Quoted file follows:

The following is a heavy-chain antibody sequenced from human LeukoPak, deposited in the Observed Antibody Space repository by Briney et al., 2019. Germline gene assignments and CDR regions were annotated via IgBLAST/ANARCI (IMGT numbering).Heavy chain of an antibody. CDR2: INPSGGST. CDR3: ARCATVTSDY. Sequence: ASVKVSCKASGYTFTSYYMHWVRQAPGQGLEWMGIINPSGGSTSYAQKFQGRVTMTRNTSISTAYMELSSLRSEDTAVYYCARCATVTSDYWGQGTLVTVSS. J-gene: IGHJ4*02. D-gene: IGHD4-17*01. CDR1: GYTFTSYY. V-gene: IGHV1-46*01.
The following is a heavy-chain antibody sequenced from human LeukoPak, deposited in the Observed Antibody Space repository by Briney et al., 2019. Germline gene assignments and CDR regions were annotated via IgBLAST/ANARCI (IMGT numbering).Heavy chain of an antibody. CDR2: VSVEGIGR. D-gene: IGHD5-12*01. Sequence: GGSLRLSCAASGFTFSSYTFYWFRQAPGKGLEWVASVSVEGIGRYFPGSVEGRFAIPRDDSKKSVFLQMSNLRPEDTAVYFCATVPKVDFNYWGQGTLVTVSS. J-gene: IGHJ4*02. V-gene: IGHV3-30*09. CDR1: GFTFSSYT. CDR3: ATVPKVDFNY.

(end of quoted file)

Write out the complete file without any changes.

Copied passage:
The following is a heavy-chain antibody sequenced from human LeukoPak, deposited in the Observed Antibody Space repository by Briney et al., 2019. Germline gene assignments and CDR regions were annotated via IgBLAST/ANARCI (IMGT numbering).Heavy chain of an antibody. CDR2: INPSGGST. CDR3: ARCATVTSDY. Sequence: ASVKVSCKASGYTFTSYYMHWVRQAPGQGLEWMGIINPSGGSTSYAQKFQGRVTMTRNTSISTAYMELSSLRSEDTAVYYCARCATVTSDYWGQGTLVTVSS. J-gene: IGHJ4*02. D-gene: IGHD4-17*01. CDR1: GYTFTSYY. V-gene: IGHV1-46*01.
The following is a heavy-chain antibody sequenced from human LeukoPak, deposited in the Observed Antibody Space repository by Briney et al., 2019. Germline gene assignments and CDR regions were annotated via IgBLAST/ANARCI (IMGT numbering).Heavy chain of an antibody. CDR2: VSVEGIGR. D-gene: IGHD5-12*01. Sequence: GGSLRLSCAASGFTFSSYTFYWFRQAPGKGLEWVASVSVEGIGRYFPGSVEGRFAIPRDDSKKSVFLQMSNLRPEDTAVYFCATVPKVDFNYWGQGTLVTVSS. J-gene: IGHJ4*02. V-gene: IGHV3-30*09. CDR1: GFTFSSYT. CDR3: ATVPKVDFNY.